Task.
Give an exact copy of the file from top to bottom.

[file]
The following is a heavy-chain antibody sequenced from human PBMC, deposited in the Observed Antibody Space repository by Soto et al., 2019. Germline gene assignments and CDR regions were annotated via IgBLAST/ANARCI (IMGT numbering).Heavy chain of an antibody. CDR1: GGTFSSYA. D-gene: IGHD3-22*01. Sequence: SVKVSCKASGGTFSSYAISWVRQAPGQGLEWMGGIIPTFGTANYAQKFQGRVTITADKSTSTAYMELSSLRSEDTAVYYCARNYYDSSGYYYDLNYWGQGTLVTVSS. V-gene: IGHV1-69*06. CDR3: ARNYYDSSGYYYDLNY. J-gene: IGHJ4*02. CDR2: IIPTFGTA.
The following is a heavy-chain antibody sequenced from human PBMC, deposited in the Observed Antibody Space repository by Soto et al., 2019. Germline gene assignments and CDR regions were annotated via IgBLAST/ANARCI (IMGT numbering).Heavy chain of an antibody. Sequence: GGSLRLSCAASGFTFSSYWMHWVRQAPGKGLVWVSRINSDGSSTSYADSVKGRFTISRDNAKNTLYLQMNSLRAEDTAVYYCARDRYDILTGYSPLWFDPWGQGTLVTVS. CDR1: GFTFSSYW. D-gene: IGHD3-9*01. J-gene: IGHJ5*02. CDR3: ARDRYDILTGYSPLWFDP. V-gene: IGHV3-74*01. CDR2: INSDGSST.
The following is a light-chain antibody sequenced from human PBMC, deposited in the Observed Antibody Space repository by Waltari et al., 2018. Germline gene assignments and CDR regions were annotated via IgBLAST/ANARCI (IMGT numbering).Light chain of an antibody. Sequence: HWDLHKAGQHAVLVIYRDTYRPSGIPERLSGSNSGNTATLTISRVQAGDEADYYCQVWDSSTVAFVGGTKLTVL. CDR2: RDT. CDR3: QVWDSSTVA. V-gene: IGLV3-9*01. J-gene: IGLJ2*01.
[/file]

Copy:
The following is a heavy-chain antibody sequenced from human PBMC, deposited in the Observed Antibody Space repository by Soto et al., 2019. Germline gene assignments and CDR regions were annotated via IgBLAST/ANARCI (IMGT numbering).Heavy chain of an antibody. CDR1: GGTFSSYA. D-gene: IGHD3-22*01. Sequence: SVKVSCKASGGTFSSYAISWVRQAPGQGLEWMGGIIPTFGTANYAQKFQGRVTITADKSTSTAYMELSSLRSEDTAVYYCARNYYDSSGYYYDLNYWGQGTLVTVSS. V-gene: IGHV1-69*06. CDR3: ARNYYDSSGYYYDLNY. J-gene: IGHJ4*02. CDR2: IIPTFGTA.
The following is a heavy-chain antibody sequenced from human PBMC, deposited in the Observed Antibody Space repository by Soto et al., 2019. Germline gene assignments and CDR regions were annotated via IgBLAST/ANARCI (IMGT numbering).Heavy chain of an antibody. Sequence: GGSLRLSCAASGFTFSSYWMHWVRQAPGKGLVWVSRINSDGSSTSYADSVKGRFTISRDNAKNTLYLQMNSLRAEDTAVYYCARDRYDILTGYSPLWFDPWGQGTLVTVS. CDR1: GFTFSSYW. D-gene: IGHD3-9*01. J-gene: IGHJ5*02. CDR3: ARDRYDILTGYSPLWFDP. V-gene: IGHV3-74*01. CDR2: INSDGSST.
The following is a light-chain antibody sequenced from human PBMC, deposited in the Observed Antibody Space repository by Waltari et al., 2018. Germline gene assignments and CDR regions were annotated via IgBLAST/ANARCI (IMGT numbering).Light chain of an antibody. Sequence: HWDLHKAGQHAVLVIYRDTYRPSGIPERLSGSNSGNTATLTISRVQAGDEADYYCQVWDSSTVAFVGGTKLTVL. CDR2: RDT. CDR3: QVWDSSTVA. V-gene: IGLV3-9*01. J-gene: IGLJ2*01.